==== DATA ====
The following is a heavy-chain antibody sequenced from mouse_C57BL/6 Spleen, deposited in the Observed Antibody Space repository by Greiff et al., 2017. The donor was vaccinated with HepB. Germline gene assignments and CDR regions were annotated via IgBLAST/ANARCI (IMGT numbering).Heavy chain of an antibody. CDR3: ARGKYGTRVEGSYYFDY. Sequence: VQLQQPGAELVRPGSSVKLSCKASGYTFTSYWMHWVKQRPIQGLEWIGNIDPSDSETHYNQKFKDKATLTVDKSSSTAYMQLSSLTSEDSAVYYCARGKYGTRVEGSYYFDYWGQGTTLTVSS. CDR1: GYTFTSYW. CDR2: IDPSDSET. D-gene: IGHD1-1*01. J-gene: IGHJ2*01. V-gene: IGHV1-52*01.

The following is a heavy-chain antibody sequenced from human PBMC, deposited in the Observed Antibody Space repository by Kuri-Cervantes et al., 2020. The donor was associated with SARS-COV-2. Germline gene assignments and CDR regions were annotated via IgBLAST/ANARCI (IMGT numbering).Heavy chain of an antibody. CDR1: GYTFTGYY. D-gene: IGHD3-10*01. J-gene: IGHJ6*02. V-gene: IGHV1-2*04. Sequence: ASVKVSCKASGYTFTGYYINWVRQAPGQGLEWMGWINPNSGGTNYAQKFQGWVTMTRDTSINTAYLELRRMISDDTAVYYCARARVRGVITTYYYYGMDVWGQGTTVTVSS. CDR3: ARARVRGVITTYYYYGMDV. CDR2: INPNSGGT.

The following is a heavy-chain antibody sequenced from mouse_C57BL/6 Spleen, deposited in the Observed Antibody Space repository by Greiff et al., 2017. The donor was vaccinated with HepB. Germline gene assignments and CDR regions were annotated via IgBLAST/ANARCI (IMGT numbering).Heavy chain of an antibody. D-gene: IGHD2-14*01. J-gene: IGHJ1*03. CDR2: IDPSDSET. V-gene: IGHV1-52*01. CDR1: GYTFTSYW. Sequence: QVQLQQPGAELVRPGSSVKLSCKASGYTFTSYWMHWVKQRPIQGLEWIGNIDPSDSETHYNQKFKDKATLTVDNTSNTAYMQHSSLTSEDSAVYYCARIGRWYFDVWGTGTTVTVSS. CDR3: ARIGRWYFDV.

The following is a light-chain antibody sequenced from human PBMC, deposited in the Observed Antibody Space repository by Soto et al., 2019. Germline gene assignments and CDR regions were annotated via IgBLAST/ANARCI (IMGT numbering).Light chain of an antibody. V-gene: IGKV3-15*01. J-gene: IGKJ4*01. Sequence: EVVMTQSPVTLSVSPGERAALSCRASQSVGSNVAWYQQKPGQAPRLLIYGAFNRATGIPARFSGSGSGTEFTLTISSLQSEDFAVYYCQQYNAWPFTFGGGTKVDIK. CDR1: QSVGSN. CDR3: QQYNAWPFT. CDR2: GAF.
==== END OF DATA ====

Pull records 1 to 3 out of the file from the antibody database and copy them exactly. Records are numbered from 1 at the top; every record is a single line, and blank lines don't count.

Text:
The following is a heavy-chain antibody sequenced from mouse_C57BL/6 Spleen, deposited in the Observed Antibody Space repository by Greiff et al., 2017. The donor was vaccinated with HepB. Germline gene assignments and CDR regions were annotated via IgBLAST/ANARCI (IMGT numbering).Heavy chain of an antibody. CDR3: ARGKYGTRVEGSYYFDY. Sequence: VQLQQPGAELVRPGSSVKLSCKASGYTFTSYWMHWVKQRPIQGLEWIGNIDPSDSETHYNQKFKDKATLTVDKSSSTAYMQLSSLTSEDSAVYYCARGKYGTRVEGSYYFDYWGQGTTLTVSS. CDR1: GYTFTSYW. CDR2: IDPSDSET. D-gene: IGHD1-1*01. J-gene: IGHJ2*01. V-gene: IGHV1-52*01.

The following is a heavy-chain antibody sequenced from human PBMC, deposited in the Observed Antibody Space repository by Kuri-Cervantes et al., 2020. The donor was associated with SARS-COV-2. Germline gene assignments and CDR regions were annotated via IgBLAST/ANARCI (IMGT numbering).Heavy chain of an antibody. CDR1: GYTFTGYY. D-gene: IGHD3-10*01. J-gene: IGHJ6*02. V-gene: IGHV1-2*04. Sequence: ASVKVSCKASGYTFTGYYINWVRQAPGQGLEWMGWINPNSGGTNYAQKFQGWVTMTRDTSINTAYLELRRMISDDTAVYYCARARVRGVITTYYYYGMDVWGQGTTVTVSS. CDR3: ARARVRGVITTYYYYGMDV. CDR2: INPNSGGT.

The following is a heavy-chain antibody sequenced from mouse_C57BL/6 Spleen, deposited in the Observed Antibody Space repository by Greiff et al., 2017. The donor was vaccinated with HepB. Germline gene assignments and CDR regions were annotated via IgBLAST/ANARCI (IMGT numbering).Heavy chain of an antibody. D-gene: IGHD2-14*01. J-gene: IGHJ1*03. CDR2: IDPSDSET. V-gene: IGHV1-52*01. CDR1: GYTFTSYW. Sequence: QVQLQQPGAELVRPGSSVKLSCKASGYTFTSYWMHWVKQRPIQGLEWIGNIDPSDSETHYNQKFKDKATLTVDNTSNTAYMQHSSLTSEDSAVYYCARIGRWYFDVWGTGTTVTVSS. CDR3: ARIGRWYFDV.